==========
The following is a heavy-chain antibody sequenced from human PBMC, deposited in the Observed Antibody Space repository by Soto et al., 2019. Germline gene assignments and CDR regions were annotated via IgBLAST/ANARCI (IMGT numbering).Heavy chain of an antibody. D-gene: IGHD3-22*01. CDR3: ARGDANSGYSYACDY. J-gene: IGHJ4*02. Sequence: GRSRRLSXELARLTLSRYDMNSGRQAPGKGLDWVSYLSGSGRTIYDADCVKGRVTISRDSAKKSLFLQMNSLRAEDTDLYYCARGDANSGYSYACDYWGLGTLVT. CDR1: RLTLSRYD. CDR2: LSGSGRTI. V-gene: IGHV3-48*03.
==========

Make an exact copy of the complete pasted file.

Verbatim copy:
The following is a heavy-chain antibody sequenced from human PBMC, deposited in the Observed Antibody Space repository by Soto et al., 2019. Germline gene assignments and CDR regions were annotated via IgBLAST/ANARCI (IMGT numbering).Heavy chain of an antibody. D-gene: IGHD3-22*01. CDR3: ARGDANSGYSYACDY. J-gene: IGHJ4*02. Sequence: GRSRRLSXELARLTLSRYDMNSGRQAPGKGLDWVSYLSGSGRTIYDADCVKGRVTISRDSAKKSLFLQMNSLRAEDTDLYYCARGDANSGYSYACDYWGLGTLVT. CDR1: RLTLSRYD. CDR2: LSGSGRTI. V-gene: IGHV3-48*03.